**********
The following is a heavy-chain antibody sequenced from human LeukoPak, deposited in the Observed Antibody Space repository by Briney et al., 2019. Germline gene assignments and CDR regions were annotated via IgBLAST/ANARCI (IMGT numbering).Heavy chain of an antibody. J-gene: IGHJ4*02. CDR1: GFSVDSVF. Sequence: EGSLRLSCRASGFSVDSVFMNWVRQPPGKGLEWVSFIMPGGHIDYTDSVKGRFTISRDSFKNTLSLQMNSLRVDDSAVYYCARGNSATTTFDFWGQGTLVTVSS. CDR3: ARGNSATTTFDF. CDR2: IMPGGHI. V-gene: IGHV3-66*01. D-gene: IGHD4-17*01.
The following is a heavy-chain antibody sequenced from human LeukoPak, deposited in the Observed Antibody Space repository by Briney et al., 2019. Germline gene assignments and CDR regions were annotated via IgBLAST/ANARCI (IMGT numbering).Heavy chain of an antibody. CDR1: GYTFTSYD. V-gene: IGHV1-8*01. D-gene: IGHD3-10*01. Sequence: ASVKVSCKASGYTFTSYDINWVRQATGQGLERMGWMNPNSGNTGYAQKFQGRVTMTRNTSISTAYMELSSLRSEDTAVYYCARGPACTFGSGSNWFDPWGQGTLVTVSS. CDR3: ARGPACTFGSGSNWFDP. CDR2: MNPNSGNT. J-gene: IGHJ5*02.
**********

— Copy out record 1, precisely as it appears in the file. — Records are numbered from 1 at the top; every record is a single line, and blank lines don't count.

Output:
The following is a heavy-chain antibody sequenced from human LeukoPak, deposited in the Observed Antibody Space repository by Briney et al., 2019. Germline gene assignments and CDR regions were annotated via IgBLAST/ANARCI (IMGT numbering).Heavy chain of an antibody. J-gene: IGHJ4*02. CDR1: GFSVDSVF. Sequence: EGSLRLSCRASGFSVDSVFMNWVRQPPGKGLEWVSFIMPGGHIDYTDSVKGRFTISRDSFKNTLSLQMNSLRVDDSAVYYCARGNSATTTFDFWGQGTLVTVSS. CDR3: ARGNSATTTFDF. CDR2: IMPGGHI. V-gene: IGHV3-66*01. D-gene: IGHD4-17*01.